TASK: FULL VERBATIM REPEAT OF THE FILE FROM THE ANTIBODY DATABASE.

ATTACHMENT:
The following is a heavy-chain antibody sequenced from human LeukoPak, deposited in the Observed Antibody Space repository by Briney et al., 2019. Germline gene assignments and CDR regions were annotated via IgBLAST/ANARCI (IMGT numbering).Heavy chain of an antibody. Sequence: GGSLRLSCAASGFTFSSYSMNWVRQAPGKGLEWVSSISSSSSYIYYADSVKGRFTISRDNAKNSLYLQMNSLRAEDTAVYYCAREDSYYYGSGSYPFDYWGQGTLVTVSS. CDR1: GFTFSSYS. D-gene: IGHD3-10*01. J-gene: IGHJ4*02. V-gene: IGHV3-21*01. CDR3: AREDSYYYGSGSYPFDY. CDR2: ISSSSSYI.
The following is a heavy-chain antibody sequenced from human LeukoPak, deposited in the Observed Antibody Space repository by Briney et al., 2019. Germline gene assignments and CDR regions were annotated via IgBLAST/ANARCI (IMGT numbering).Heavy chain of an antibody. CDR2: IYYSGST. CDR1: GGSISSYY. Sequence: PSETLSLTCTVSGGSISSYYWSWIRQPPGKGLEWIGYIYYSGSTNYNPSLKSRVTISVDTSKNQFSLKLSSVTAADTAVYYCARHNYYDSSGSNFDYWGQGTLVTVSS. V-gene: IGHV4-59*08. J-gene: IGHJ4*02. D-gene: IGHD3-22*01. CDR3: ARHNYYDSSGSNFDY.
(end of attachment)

The following is a heavy-chain antibody sequenced from human LeukoPak, deposited in the Observed Antibody Space repository by Briney et al., 2019. Germline gene assignments and CDR regions were annotated via IgBLAST/ANARCI (IMGT numbering).Heavy chain of an antibody. Sequence: GGSLRLSCAASGFTFSSYSMNWVRQAPGKGLEWVSSISSSSSYIYYADSVKGRFTISRDNAKNSLYLQMNSLRAEDTAVYYCAREDSYYYGSGSYPFDYWGQGTLVTVSS. CDR1: GFTFSSYS. D-gene: IGHD3-10*01. J-gene: IGHJ4*02. V-gene: IGHV3-21*01. CDR3: AREDSYYYGSGSYPFDY. CDR2: ISSSSSYI.
The following is a heavy-chain antibody sequenced from human LeukoPak, deposited in the Observed Antibody Space repository by Briney et al., 2019. Germline gene assignments and CDR regions were annotated via IgBLAST/ANARCI (IMGT numbering).Heavy chain of an antibody. CDR2: IYYSGST. CDR1: GGSISSYY. Sequence: PSETLSLTCTVSGGSISSYYWSWIRQPPGKGLEWIGYIYYSGSTNYNPSLKSRVTISVDTSKNQFSLKLSSVTAADTAVYYCARHNYYDSSGSNFDYWGQGTLVTVSS. V-gene: IGHV4-59*08. J-gene: IGHJ4*02. D-gene: IGHD3-22*01. CDR3: ARHNYYDSSGSNFDY.